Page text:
“I bet it was noisy, huh?” Johnny said, trying to sound casual.

Morris’ voice seemed to get softer. “I saw my best friend get his head blown clean off at Normandy. There were men wounded and dead all around me. I don’t remember the noise.” Morris’ gaze drifted off to a distant place and time.

“Oh.” Johnny seemed a little deflated.

Carl interjected, “Morris, have you heard from your sister this week?”

Before Morris could answer, Johnny asked, “How did you get to the Pacific from Normandy?”

“Oh, the generals thought we did such a great job landing at Normandy, a couple of months later, they sent us to the Pacific. They had too many beaches for the marines to land on, so they called in the army.”

“Was the fighting just as nasty over there?”

Morris twisted his head and waved his hand across his face again. “It was terrible.”

“Did you get wounded?”

Morris paused. Then, in measured tones, “I got a bullet wound and six shrapnel wounds and spent eighty-seven days in a hospital.”

Johnny had a surprised look on his face. “That sounds terrible. How did it happen?”

“I was shot when I went to pull a wounded friend out of the line of fire. Then a hand grenade landed close by. I laid there until the shooting stopped. When they came to get me, my friend was dead.” He looked Johnny directly in the eyes and slowly shook his head. “Don’t go.”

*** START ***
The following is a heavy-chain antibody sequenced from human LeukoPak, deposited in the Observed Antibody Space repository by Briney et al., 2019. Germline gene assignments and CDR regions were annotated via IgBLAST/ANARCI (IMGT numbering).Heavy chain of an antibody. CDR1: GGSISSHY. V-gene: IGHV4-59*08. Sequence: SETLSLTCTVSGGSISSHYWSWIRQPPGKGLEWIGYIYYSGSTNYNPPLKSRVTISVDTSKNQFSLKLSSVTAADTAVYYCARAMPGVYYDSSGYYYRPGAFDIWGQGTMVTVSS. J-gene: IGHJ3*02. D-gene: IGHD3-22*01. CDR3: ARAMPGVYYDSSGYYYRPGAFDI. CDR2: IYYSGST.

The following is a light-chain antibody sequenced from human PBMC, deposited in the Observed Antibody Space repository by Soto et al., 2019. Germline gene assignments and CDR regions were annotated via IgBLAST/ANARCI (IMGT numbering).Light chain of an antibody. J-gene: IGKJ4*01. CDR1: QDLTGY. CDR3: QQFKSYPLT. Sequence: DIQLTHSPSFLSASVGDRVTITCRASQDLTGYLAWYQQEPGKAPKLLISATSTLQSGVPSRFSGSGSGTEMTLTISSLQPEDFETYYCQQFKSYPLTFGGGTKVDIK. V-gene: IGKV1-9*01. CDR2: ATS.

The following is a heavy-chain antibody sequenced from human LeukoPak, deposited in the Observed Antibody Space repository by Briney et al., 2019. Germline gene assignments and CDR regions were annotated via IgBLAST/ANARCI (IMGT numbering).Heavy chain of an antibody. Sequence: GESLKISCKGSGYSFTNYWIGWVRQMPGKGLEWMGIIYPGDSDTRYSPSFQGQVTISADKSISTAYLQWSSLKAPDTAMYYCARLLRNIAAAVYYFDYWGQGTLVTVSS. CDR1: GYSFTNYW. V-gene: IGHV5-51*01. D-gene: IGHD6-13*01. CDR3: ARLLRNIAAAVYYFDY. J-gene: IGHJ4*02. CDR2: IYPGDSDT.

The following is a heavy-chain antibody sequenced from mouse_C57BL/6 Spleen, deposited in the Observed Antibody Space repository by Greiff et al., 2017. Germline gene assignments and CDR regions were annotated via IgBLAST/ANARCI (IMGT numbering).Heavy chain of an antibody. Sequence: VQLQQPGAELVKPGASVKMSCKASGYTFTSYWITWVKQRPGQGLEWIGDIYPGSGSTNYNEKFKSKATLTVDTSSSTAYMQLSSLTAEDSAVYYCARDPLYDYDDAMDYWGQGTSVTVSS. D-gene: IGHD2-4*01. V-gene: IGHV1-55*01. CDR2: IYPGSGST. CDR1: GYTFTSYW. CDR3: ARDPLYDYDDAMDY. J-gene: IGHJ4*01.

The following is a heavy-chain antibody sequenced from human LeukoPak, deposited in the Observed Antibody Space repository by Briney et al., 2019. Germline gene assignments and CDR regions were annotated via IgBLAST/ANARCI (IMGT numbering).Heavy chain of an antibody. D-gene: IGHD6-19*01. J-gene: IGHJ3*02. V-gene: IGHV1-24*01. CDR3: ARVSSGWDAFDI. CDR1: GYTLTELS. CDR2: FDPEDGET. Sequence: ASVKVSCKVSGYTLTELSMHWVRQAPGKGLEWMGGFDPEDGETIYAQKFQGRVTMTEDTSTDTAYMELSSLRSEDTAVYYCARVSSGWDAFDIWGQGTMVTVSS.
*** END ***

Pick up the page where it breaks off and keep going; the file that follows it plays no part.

Johnny hesitated, then flashed his Homecoming King smile at Morris. “I’ll be all right. This is just a small local war in the southeast corner of Asia. There are 15,000 US Army advisers there now so this might be over even before I finish my training. Anyway, I’ll be doing my duty and getting all those GI benefits. I’m in great shape, and I have fast reflexes. I’ll be fine.”

Morris finished his soda and put the bottle in the rack with the other empty ones. He turned to go and looked at Johnny with sadness in his eyes. “Don’t go.” Then he picked up his bag, pushed open the door, and stepped out into the glare.

Carl and Johnny watched him slowly walk across the parking lot, a small cloud of dust forming with each step. He twisted his head and waved his hand again. “You know, Carl, Morris is a nice guy, but he’s kind of strange.”

“Yeah.” Carl nodded.

“What kind of work does he do, anyway?”

“He can’t work. He lives on his disability check.”

“Oh.”

Then, snapping back to business, “Be sure that beer gets in the walk-in cooler, so it will be cold for tomorrow.”

“I’ll get right on it.” Johnny headed for the back room and flashed Carl a smile. “Only two more weeks of this, Carl. After that, the next time you see me, you can count my medals.”